10 Questions to start a heart health talk with your doctor

heart healthVisits to the doctor’s office can be an ordeal. Especially if you have concerns about your heart health or you’re already not feeling well. Then you have to wait a long time just to be seen by the doctor. At that point, you might just want to rush out and get on with the rest of your day.

But it’s important to have an open conversation about your heart health with your doctor. He or she plays a vital role in ensuring your medical conditions are managed, and in some cases, prevented.

So how can you make the most of your conversation with your doctor? Perhaps you’re worried about the state of your heart. You’ve already thought to yourself: Do I sit too long each day? Am I eating too much fat? What if I don’t exercise enough?

Here are 10 honest questions you can ask to start a conversation about heart health with your doctor.

Risk Factor Questions

  • What does my family history tell you about my chances of developing heart disease?
  • How are my age and current weight affecting my heart?

Lifestyle Questions

  • How much exercise each week is a realistic expectation to improve my heart health?
  • If I could just cut out one food or food group to help my heart health, what would you suggest?
  • If I could add in just one food or food group to help my heart health, what would you suggest?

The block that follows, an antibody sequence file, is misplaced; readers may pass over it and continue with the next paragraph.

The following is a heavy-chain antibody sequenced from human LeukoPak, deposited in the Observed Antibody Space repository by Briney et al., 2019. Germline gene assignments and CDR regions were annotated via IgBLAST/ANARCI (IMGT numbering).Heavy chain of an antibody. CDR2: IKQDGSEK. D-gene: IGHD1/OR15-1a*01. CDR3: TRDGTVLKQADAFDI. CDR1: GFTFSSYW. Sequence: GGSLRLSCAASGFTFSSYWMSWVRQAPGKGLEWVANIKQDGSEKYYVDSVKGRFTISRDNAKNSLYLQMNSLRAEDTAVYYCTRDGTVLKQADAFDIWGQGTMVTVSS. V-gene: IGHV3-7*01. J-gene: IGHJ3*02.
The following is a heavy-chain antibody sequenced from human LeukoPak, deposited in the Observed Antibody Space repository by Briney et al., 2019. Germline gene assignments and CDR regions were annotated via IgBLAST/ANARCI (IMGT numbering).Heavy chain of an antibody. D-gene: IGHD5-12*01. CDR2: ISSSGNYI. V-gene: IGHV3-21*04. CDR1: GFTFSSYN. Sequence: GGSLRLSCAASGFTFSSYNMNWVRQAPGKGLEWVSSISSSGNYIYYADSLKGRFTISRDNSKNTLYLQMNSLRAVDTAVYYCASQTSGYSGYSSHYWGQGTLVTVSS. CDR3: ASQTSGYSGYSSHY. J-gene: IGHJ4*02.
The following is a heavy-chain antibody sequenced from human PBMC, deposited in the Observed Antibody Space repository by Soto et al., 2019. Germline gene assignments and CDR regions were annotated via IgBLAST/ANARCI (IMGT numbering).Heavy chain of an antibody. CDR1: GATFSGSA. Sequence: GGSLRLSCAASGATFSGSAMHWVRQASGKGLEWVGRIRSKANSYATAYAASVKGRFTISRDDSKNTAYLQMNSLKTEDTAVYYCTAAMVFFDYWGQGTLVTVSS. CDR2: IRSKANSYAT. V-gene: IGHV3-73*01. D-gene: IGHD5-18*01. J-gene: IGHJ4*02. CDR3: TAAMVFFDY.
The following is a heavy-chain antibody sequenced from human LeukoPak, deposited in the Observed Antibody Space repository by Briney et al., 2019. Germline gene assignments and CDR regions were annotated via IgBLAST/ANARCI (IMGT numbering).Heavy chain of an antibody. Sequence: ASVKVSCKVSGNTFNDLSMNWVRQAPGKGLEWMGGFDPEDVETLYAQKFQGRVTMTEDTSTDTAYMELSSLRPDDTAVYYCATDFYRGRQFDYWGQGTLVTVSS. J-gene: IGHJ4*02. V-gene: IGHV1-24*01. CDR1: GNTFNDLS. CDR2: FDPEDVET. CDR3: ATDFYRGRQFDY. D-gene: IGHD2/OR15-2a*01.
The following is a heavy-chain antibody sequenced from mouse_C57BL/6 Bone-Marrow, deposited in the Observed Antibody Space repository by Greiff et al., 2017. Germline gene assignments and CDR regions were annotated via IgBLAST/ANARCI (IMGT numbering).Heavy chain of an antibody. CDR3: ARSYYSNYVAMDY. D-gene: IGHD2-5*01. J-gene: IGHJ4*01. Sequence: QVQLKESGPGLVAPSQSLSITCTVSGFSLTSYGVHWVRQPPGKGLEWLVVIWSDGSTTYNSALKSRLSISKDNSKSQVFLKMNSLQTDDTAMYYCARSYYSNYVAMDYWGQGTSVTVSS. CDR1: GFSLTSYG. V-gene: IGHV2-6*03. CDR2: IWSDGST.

Medication Questions

Bring your list of medications and doses to the appointment so you can ask specific questions. A personal health record like MyIHR helps you keep track of all your medial history and medications.

  • Should I take Aspirin as a preventative measure?
  • If I need to take any medications for heart disease, would they react to any that I’m currently taking?

If you’ve recently been diagnosed with heart disease, ask your doctor these questions at your next visit.

  • What caused my heart problem and how severe is it?
  • What can I do to prevent this from getting worse or having a heart problem again?
  • How will this affect my activities, such as having sex, working, or caring for my children or grandchildren?

If for any reason, your doctor prescribes blood thinners, talk to him/her about medical ID jewelry. “On blood thinner” is one of the most common engravings we see.

Sources: Barnes Jewish Hospital, WebMD

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